The ravens are looking a bit sluggish. Tell Malcolm they need new batteries.

Sunday, January 21


Daily News Stuff 21 January 2024

Pal Is As Pal Does Edition

Top Story

Tech News

Disclaimer: You could also try eating live hornets.  I'm told is the big new thing.

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Daily News Stuff 21 January 2024

Pal Is As Pal Does Edition

Top Story

Tech News

Disclaimer: You could also try eating live hornets.  I'm told is the big new thing.

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Saturday, January 20


Daily News Stuff 20 January 2024

World Of Pals Edition

Top Story

Tech News

Disclaimer: VisiCalc support is available in Apple II emulation mode.

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Friday, January 19


Daily News Stuff 19 January 2024

It's A Pal World After All Edition

Top Story

Tech News

Disclaimer: It is a wise squirrel who knows where he put his nuts.

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Thursday, January 18


Daily News Stuff 18 January 2024

UI BEAM Edition

Top Story

  • Can special lightbulbs end the next pandemic before it starts?  (Vox)

    1. It's Vox.
    2. Betteridge's Law.
    3. Uh, maybe?

    They're talking about zapping rooms with far-UV light when they're not in use, which basically, uh, works.  Far-UV is not particularly friendly to your skin or eyes, so there certainly safety considerations.  And installing it is not particularly cheap.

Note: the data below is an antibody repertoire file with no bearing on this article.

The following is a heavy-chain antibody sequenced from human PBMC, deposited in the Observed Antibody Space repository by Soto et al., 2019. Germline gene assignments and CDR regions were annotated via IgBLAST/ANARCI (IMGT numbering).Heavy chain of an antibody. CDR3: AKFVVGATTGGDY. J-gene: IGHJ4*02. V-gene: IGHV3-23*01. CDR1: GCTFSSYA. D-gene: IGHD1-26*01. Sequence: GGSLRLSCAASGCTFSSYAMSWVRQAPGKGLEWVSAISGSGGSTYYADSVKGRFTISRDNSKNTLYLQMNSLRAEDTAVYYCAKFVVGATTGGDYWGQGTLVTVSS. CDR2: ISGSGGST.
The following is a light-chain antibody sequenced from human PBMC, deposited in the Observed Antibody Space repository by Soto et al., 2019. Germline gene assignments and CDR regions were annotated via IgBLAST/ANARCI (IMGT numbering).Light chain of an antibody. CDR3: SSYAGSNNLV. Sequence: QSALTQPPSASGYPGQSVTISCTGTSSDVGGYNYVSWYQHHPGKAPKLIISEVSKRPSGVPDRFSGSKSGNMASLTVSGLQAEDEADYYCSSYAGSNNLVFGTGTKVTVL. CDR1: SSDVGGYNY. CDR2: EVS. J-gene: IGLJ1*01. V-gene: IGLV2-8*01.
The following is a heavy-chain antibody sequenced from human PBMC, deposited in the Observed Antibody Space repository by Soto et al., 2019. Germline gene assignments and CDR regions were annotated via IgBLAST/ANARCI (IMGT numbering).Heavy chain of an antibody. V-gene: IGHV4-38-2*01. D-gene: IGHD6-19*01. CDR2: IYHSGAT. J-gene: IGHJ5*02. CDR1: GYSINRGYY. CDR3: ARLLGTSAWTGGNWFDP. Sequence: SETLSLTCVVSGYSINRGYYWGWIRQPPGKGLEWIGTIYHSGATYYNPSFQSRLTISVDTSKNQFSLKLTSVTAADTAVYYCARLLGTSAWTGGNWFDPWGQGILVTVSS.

But between the disease and the response the US lost about $14 trillion to COVID, so it sounds like it's worth a shot.

    Just try to keep it away from idiots.  (MSNBC)

  • Or you could go outdoors, where the UV light is free, and you can't sue anyone.

Tech News

Disclaimer: Blern.

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Wednesday, January 17


Daily News Stuff 17 January 2024

Only Potatoes Edition

Top Story

  • Apple has unveiled its response to the Epic lawsuit that ended with the company being required to allow developers to use third-party payment providers.  (MacRumors)

    Some notable features:

    1. Developers are only allowed to use third-party payment providers with the express written permission of Apple.  Requests for permission may be filed by registered mail that must be sent and received on the sixth Sunday of any given month.

    2. When a user is redirected from the developer's application to an external website to process a payment, the application is required to warn in 40 point text that the user "will probably be devoured by wolves" upon leaving Apple's walled garden.

    3. Apple still insists on a 70% cut of any payment made by any means at any time, from anybody, to anybody.  Bobby didn't forward Apple their cut, and Bobby's store burned down the next day.  While he was in it.  Don't be like Bobby.

    I am exaggerating only slightly.

Tech News

Now There's a Voice I Haven't Heard in a While Video of the Day

Good to hear she's doing well.

Disclaimer: Bah!  (waves paw)

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Tuesday, January 16


Daily News Stuff 16 January 2023

The Worst Laid Plans As Well Edition

Top Story

Tech News

Disclaimer: By comparison, I pay A$7 for a loaf of gluten-free bread.

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Monday, January 15


Daily News Stuff 15 January 2024